When we moved to our East Malvern semi detached house in the early 80s, our neighbour in the attached house knocked on our front door and presented us with a tray of piping hot scones. Her timing was perfect. We were exhausted and hungry after our moving endeavours and we quickly devoured the scones.
She was a good neighbour to have and we had many a pleasant conversation with her. In fact, nearly a daily conversation. While she could not see us enter or leave by our back door, she could see the back door open or close. "Is that you Andrew?" "Is that you R?" She would then stand on her box beside the dividing fence and chat with us. Sometimes it was a pain but mostly the chats were welcome. I used to buy The Age daily and she bought The Sun and we swapped papers by tucking them into a crack in the fence, which is how we alerted her daughter to both her first and second fatal stroke. The Sun was not put out for us and The Age remained untaken.
Every few months she would invite us in for canapés and a glass of Amontillado. In such a chatty situation, over time, she divulged some of her life, including her, shock horror, her bloshie anti authority daughter who was married to, lower the voice, an Indian, and her famous brother, the artist Albert Tucker. Her other daughter is perfectly nice and now owns a picture framing business in Northcote. Her Indian son in law and her brother Albert visited at least once that we saw. She would take them to the smart French restaurant at the bottom of Waverley Road to dine, now an Indian restaurant we occasionally patronise.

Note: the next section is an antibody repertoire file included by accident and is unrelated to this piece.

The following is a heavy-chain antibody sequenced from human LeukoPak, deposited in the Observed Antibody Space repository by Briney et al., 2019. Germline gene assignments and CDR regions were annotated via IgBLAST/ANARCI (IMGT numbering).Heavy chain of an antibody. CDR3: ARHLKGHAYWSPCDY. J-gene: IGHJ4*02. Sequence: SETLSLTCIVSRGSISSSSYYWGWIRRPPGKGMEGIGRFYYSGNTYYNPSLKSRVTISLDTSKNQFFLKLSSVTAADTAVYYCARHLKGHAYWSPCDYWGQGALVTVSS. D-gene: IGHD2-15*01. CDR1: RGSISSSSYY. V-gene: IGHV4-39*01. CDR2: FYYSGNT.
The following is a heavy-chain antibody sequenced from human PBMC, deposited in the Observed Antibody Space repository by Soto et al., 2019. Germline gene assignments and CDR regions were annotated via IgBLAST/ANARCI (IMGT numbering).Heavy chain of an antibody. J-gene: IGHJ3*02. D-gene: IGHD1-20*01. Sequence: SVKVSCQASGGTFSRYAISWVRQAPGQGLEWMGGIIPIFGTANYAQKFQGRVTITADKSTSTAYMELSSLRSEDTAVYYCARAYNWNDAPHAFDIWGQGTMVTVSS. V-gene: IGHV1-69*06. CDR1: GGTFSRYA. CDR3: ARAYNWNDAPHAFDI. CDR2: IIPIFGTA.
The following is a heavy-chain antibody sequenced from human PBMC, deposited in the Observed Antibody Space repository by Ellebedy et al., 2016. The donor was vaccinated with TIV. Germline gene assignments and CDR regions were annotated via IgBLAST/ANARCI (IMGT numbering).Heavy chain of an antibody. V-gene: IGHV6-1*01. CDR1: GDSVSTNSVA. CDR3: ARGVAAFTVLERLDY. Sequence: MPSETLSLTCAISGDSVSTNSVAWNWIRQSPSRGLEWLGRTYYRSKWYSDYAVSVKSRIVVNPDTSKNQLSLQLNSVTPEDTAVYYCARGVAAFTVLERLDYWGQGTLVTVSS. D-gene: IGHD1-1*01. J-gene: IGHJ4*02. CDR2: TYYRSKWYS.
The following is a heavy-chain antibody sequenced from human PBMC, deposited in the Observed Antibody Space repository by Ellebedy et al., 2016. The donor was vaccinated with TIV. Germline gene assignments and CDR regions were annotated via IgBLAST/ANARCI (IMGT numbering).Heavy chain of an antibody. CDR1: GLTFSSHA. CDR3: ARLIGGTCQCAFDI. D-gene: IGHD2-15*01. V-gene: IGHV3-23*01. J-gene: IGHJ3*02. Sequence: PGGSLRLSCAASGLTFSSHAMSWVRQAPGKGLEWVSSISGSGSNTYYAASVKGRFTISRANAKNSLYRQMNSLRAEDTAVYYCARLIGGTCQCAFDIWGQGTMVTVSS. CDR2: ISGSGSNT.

So we knew rather a lot about Albert Tucker's life, before much went into print and was widely known by the those in artistic circles of that time. Mrs Sutcliffe told us all about Sweeney Reed, who was certainly featured in the Bohemian Melbourne exhibition at the State Library, along with his Reed parents and his biological parents.
Albert Tucker was part of the Heidi artistic set, with patrons and the Heidi property owners, John and Sunday Reed. Albert Tucker married fellow Heidi artist Joy Hester. Joy bore their son, Sweeney, but Albert was not content with a conventional artist's life in Melbourne and moved to Paris. Joy became very unwell and died at a young age. While checking details, I learnt that Albert made a caravan in his small Paris apartment, piece by piece and lowered it from the window for later assembly. Funny. Albert in Paris and Joy unwell but kind of deserted him, left Sweeney with John and Sunday Reed who subsequently formally adopted him. He was very nice looking and married, and his wife had two children, but as Mrs Sutcliffe couched it in ever so subtle terms, perhaps Sweeney should not have married. Perhaps he was not the marrying kind.
Sweeney with his wife and son.
Sweeney with a friend, a photo taken by his bio father, Albert Tucker. There was a lovely colour photo of Sweeney at the exhibition, but it does not seem to be online.
Sweeney suicided in 1979, and just couple of years later we learnt about him and his famous antecedents from Mrs Sutcliffe. While it is a disjointed and disconnected exhibition at Victoria's State Library, you will not regret a visit to the State Library exhibition Bohemian Melbourne. There is something there for you, going right up to the years of the pop group Skyhooks, who were anything but bohemian. .
There is a good piece about Sweeney in The Age, 2002.